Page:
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Professional Paraplanner - Does the 21st century belong to India?


Looking back to May last year, it’s hard to underestimate the seismic impact Narendra Modi’s general election victory had on India. Capturing the mood of the nation, Modi ran on a platform of reform and change. He promised to end the dynastic politics of old and to restore India’s standing on the world stage. The electorate soon delivered its verdict: Modi’s Bharatiya Janata Party-led (BJP) collation won by a landslide – securing the first absolute majority in the lower house in 30 years.

Now that time has dampened the euphoria, the question is: can Prime Minister Modi deliver on his bold election pledge and make the 21st century “India’s century”? And what does all this mean for investors?

A sizeable task

There’s no doubt that Modi faced numerous challenges. India’s once-vibrant economy was stagnating, with fiscal-year 2013 GDP the worst in over a decade. The country’s infrastructure was crumbling and in need of huge investment. Parliament, meanwhile, was gridlocked and key legislation languished in limbo. Foreign investment had dried up. The list goes on.

Since coming to power, however, Modi has pushed his reform agenda with gusto – and already we are starting to see the fruits of his labour.

For one thing, the economy is showing signs of life, with growth rebounding last year. Investor sentiment towards India – both at home and abroad – has also improved. Indeed, the Sensex Index returned over 35% in 2014 (sterling, total returns) and hit an all-time high on 30 January.

Of course, Modi has also had fortune on his side. The dramatic slump in the oil price has been a particular boon to India. The country, after all, imports 80% of its energy needs. Inflation, as a result, has fallen. This allowed the Reserve Bank of India (RBI) to cut interest rates twice to 7.5%. It has also meant Modi’s government was able to reduce costly fuel subsidies without drawing the ire of the electorate.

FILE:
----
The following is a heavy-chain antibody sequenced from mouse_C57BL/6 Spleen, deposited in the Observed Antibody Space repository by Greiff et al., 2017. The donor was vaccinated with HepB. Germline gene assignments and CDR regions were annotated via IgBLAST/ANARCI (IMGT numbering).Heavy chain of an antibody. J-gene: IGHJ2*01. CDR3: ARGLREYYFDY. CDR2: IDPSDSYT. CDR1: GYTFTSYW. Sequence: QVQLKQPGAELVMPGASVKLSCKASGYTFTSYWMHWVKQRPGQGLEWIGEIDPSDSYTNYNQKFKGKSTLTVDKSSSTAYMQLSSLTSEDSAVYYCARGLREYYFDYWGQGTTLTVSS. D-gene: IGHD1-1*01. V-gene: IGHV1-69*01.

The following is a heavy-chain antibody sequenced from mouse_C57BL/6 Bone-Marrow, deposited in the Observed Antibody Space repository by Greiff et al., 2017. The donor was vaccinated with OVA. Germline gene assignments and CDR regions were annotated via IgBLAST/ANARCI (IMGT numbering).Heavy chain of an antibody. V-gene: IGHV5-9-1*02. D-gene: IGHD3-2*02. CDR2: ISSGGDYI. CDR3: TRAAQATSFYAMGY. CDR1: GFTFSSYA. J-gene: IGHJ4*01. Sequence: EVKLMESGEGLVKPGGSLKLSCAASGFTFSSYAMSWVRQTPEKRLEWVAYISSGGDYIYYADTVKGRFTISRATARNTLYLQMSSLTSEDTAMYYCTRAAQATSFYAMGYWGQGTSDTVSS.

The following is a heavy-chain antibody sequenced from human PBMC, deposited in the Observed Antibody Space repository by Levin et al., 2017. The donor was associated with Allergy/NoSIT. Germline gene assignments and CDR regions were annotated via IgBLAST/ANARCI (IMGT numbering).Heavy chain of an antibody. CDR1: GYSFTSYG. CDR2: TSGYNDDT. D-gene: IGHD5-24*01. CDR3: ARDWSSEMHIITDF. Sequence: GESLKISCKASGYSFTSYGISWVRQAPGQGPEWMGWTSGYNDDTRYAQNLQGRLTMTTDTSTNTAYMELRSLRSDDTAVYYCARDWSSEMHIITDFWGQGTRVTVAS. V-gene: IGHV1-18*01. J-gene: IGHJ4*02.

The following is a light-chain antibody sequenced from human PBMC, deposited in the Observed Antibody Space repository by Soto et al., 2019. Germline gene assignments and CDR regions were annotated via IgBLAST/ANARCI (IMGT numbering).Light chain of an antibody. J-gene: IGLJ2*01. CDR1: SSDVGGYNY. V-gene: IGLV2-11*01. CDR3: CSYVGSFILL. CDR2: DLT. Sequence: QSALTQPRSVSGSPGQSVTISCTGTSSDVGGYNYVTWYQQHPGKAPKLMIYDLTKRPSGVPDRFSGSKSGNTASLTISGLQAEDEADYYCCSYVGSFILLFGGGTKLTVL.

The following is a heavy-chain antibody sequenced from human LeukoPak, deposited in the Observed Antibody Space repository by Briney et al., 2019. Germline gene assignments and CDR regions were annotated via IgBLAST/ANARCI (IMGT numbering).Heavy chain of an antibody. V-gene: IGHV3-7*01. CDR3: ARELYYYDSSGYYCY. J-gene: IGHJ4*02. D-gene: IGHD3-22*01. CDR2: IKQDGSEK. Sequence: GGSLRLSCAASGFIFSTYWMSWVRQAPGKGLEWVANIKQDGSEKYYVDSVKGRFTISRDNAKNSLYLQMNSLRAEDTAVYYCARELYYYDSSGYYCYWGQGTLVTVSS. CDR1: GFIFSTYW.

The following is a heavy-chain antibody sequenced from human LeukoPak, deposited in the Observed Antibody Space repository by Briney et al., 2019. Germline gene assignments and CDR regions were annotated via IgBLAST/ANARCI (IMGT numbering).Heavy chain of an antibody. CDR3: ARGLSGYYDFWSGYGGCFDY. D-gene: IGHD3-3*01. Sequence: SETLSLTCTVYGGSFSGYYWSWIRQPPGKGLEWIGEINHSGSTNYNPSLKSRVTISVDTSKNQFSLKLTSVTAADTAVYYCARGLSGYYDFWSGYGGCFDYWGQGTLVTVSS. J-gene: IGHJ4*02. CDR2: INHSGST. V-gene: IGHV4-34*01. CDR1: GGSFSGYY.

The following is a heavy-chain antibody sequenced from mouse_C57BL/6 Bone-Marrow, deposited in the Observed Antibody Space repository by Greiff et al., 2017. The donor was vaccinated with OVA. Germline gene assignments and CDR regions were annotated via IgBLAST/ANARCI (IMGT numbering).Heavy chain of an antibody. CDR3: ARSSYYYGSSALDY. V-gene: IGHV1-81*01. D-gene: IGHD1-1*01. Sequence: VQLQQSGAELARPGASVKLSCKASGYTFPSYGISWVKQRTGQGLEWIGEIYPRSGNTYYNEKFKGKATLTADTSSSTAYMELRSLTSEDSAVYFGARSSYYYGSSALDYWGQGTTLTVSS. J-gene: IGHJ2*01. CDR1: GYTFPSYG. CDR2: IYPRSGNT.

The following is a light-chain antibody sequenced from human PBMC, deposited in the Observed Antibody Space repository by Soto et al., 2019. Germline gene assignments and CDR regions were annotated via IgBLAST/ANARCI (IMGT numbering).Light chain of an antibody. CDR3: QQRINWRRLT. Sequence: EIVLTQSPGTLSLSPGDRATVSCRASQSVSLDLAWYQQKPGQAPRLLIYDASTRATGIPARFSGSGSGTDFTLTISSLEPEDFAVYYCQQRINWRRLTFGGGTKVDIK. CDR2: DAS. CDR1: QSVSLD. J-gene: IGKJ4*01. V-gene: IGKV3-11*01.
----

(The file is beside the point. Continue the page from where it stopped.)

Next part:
Bold initiatives

That’s not to detract from Modi’s achievements. In the opening months of his tenure he introduced bills (they have not been passed yet) to allow higher levels of foreign-direct investment (FDI) into a wide range of industries, such as insurance, defence and retail. He also launched the ambitious Jan Dhan financial inclusion mission. This aims to provide a bank account, a debit card and insurance to 500 million of India’s poorest.

One of Modi’s boldest – and eye-catching – initiatives has been his clarion call to “Make in India”. The goal of this programme is to turn the country into a major international manufacturing hub. This is a timely aspiration given China is attempting to rebalance its economy away from manufacturing-led growth. (they haven’t yet lost any market share).

A well-received budget

Perhaps the government’s strongest statement of intent was its first full-year budget, delivered on 28 February.

Proposals included a pledge to dramatically increase public spending on infrastructure by 25%, including building five new much-needed power stations. The government will also introduce major tax reform, with the introduction of a long-overdue goods-and-services tax in April next year. The measure, according to the RBI, could add as much a 1.5 percentage points to India’s economic growth.

Other plans include further fiscal devolution to the states, the creation of a bankruptcy code, and various steps to make doing business easier.

Although doubters remain

Of course, it hasn’t all been smooth sailing. The BJP recently lost the Delhi election, its first major setback. Critics also bemoan the government’s lack of ‘big ticket’ initiatives. The current account deficit, while falling, remains high. Perhaps most worryingly, though, is that the complex issue of land acquisition has yet to be unresolved. This therefore represents a major obstacle to growth.

Despite these criticisms, however, Modi continues to hold the confidence of large swathes of the investment world. The economy appears to be on a higher and sustainable growth path. So much so, that the IMF predicts India will overtake China as the world’s fastest-growing large economy by 2017.

What does all this mean for investors?

One of the most exciting times to be an investor is when economies, markets or companies are going through periods of change. The current situation in India is no different. While our analysis focuses on bottom-up stock picking, the rapidly changing landscape in emerging economies undoubtedly merits attention.

Overall, Indian equities remain reasonably priced, especially given the improved economic outlook. Specifically, the promise of increased spending in the infrastructure and power segments will be an important factor over the coming years. As such, stocks to highlight include BHEL (power plant equipment manufacturer), CESC (power generation) and Coal India.

A bright outlook

So, will the 21st Century be India’s century? As yet, it’s too early to tell. Nonetheless, Modi has shown he is an adroit politician and his reform agenda has impressed many. The key now will be delivering on his promises.

Alex Wolf, Emerging Markets Economist, Standard Life Investments

First published in Professional Paraplanner – April 2015